Joyce’s 232-ball innings included 29 fours and three sixes, and together with Paul Stirling (146), the left-hander put on 231 runs for the second wicket. Such was the dominance of Joyce that he scored 229 runs out of 420 for three which the home side amassed on day one of the four-day first-class match.
Shaiman Anwar, UAE’s star performer at the ICC Cricket World Cup 2015, was the top scorer with 57 in the first innings, while wicketkeeper Swapnil Patel with 63 was the top scorer in the second innings.
“Ed Joyce's record score for Ireland was a great effort,” said Porterfield in his post-match comments, adding: “Paul Stirling also played well and really pleased for him to get 146. They set up the game for us.
“To have someone with Ed’s class and experience coming in at number three is massive for us. Not going to work every day but it comes more often than not in this form of the game.
“He’s also great for all the other batters; talking about his experiences, playing in different conditions against different bowlers will be a great help moving forward. We have quite a lot of travelling in this competition, so we will come up on a few different surfaces.”
Porterfield also praised the efforts of Dockrell. “It was a pretty flat and slow pitch as the game went on. Great that George Dockrell picked up his reward with seven wickets. He had to bowl 60 overs which wasn’t the plan, but it allowed me to rotate the seamers,” he said.
Porterfield once again reiterated the importance of the ICC Intercontinental Cup 2015-17. “The ICC Intercontinental Cup is a massively important competition.
“We spoke about it briefly after the England game, it’s a pathway to Test cricket and we have to take every opportunity we can get. It will be difficult to take 20 wickets in some matches, so it was important to get the maximum 20 points in the first match.
“We have to take that into our next match although we now have to wait over four months.”
The UAE coach and former Pakistan fast bowler Aqib Javed said the defeat highlighted his side’s lack of experience in the longer format of the game.
“The game didn’t go the best way. I think the difference between the teams was professionalism. Back home, the structure does not support the longer version of the game. Seventy per cent play only T20 and 50 overs, and there is no concept of four-day cricket, except in the ICC Intercontinental Cup. In contrast, 70-80 per cent of the Ireland team is playing regular county cricket.
“We have been doing well in T20 and 50 overs, and if you ask somebody to be there for 150 overs, it's impossible. It's about your past experience. Our capacity for staying on the ground is about 60 overs and after that, the body gets really tired and the brain stops working, so that’s when they start making mistakes.”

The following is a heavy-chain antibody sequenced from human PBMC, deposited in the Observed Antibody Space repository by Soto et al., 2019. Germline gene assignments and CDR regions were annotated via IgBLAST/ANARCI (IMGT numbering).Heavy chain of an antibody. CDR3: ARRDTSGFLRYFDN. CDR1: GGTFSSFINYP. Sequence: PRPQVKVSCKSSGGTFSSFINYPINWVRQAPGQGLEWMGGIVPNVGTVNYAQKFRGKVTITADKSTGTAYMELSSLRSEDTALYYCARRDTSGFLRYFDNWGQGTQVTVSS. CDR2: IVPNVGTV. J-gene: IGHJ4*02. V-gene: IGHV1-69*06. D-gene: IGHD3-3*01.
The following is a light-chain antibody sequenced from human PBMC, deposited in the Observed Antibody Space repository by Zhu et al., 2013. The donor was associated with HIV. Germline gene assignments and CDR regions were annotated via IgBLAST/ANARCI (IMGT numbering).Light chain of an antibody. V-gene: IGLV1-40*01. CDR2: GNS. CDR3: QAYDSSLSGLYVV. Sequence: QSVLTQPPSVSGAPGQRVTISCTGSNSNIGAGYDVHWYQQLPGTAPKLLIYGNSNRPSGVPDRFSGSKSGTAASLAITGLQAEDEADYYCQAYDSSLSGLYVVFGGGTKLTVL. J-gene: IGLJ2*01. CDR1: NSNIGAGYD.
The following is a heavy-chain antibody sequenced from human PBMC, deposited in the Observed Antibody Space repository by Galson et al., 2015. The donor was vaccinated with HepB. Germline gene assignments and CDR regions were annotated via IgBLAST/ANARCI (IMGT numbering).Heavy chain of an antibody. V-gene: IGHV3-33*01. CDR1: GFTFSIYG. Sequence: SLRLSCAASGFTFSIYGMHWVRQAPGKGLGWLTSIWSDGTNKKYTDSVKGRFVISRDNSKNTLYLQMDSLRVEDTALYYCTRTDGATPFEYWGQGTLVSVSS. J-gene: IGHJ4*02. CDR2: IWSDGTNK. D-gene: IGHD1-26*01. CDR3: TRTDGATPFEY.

Joyce, reflecting on the match and his innings, said: “It's a great start to the competition for us. The UAE certainly made us work hard for the win, showing great application to their batting but it was just a case of being patient and the wickets came. I thought the bowlers stuck to their task well given it was a very good batting track.
“We were always in control after scoring nearly 500 in our first innings, and it was really pleasing to make 231 and break Eoin Morgan's record for the highest individual score.
“This is a great chance for Ireland to achieve Test status and the strength of our team for the game shows just how seriously we’re taking these games. We’ve a lot of experience in our ranks and I think we showed that over the four days.
“We’re aware it’s just the first game of seven, and we’re already looking forward to playing Namibia in the next series later in the year - it should be quite a match.”
Scotland v Afghanistan
The match between former champions Scotland and Afghanistan was affected by rain and only one innings was possible. Scotland, batting first, scored 233 with captain Preston Mommsen scoring 77. In turn, Afghanistan was dismissed for 135 with Samiullah Shenwari scoring 51 not out and left-arm spinner Con de Lange taking three for 21.
The result gave Scotland 13 first-innings lead points while Afghanistan had to settle for seven points.
Reflecting on the match, Afghanistan captain Asghar Stanikzai said: “The weather was terrible, and we would have loved to have played a four-day game, but the weather disturbed things. As parts of the game we competed, but it wasn't enough (for a first-innings lead) but we are still a very good side and we believe that we can still make it to the final.”
Scotland captain Mommsen commented: “It was a tough four days and obviously the weather has had a huge influence on the game, but very satisfying to come to day four and take those two remaining wickets and secure a winning draw effectively.
“I am very happy with the performance and unfortunately there was no chance of getting a full result, but obviously against a strong team like Afghanistan, so we'll take the points.”
Forthcoming first round match:
16-19 June – Netherlands v Papua New Guinea (PNG)
Round two (dates/venues to be confirmed)
Netherlands v Scotland
Nepal v PNG
Namibia v Kenya
UAE v Hong Kong